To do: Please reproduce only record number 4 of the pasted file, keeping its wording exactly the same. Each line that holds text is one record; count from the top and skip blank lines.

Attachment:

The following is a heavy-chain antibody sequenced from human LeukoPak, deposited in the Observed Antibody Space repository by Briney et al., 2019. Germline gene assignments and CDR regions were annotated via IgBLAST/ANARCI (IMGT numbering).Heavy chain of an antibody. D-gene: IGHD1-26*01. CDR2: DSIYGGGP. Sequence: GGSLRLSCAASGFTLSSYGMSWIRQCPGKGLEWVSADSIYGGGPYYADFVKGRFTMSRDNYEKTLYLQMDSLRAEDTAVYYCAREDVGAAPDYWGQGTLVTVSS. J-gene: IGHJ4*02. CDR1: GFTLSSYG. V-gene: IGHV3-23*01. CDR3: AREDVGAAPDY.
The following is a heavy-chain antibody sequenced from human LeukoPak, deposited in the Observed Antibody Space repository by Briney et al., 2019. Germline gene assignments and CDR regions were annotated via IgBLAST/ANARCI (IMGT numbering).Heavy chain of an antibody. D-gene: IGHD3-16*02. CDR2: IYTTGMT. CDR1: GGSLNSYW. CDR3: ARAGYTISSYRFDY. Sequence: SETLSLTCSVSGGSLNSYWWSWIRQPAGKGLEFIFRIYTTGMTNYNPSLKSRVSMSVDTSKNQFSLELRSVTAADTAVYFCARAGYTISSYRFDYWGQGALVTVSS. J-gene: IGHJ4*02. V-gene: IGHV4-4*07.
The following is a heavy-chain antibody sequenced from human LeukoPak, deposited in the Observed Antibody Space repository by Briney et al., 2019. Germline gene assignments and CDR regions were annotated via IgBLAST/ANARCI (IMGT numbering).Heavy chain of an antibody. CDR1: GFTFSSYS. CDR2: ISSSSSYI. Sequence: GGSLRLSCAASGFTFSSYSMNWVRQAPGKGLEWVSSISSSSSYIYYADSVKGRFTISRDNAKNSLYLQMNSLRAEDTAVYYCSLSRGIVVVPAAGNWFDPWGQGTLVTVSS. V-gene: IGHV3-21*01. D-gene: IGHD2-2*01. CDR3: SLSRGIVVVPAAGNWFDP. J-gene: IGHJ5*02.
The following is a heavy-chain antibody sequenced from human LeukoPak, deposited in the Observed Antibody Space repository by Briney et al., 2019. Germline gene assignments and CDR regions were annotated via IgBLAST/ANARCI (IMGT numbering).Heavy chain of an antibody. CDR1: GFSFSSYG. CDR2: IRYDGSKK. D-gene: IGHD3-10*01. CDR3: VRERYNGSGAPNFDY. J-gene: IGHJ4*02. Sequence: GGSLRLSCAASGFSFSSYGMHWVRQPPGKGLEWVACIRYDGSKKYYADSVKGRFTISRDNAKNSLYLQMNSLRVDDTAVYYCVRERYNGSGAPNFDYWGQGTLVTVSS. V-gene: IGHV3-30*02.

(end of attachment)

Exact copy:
The following is a heavy-chain antibody sequenced from human LeukoPak, deposited in the Observed Antibody Space repository by Briney et al., 2019. Germline gene assignments and CDR regions were annotated via IgBLAST/ANARCI (IMGT numbering).Heavy chain of an antibody. CDR1: GFSFSSYG. CDR2: IRYDGSKK. D-gene: IGHD3-10*01. CDR3: VRERYNGSGAPNFDY. J-gene: IGHJ4*02. Sequence: GGSLRLSCAASGFSFSSYGMHWVRQPPGKGLEWVACIRYDGSKKYYADSVKGRFTISRDNAKNSLYLQMNSLRVDDTAVYYCVRERYNGSGAPNFDYWGQGTLVTVSS. V-gene: IGHV3-30*02.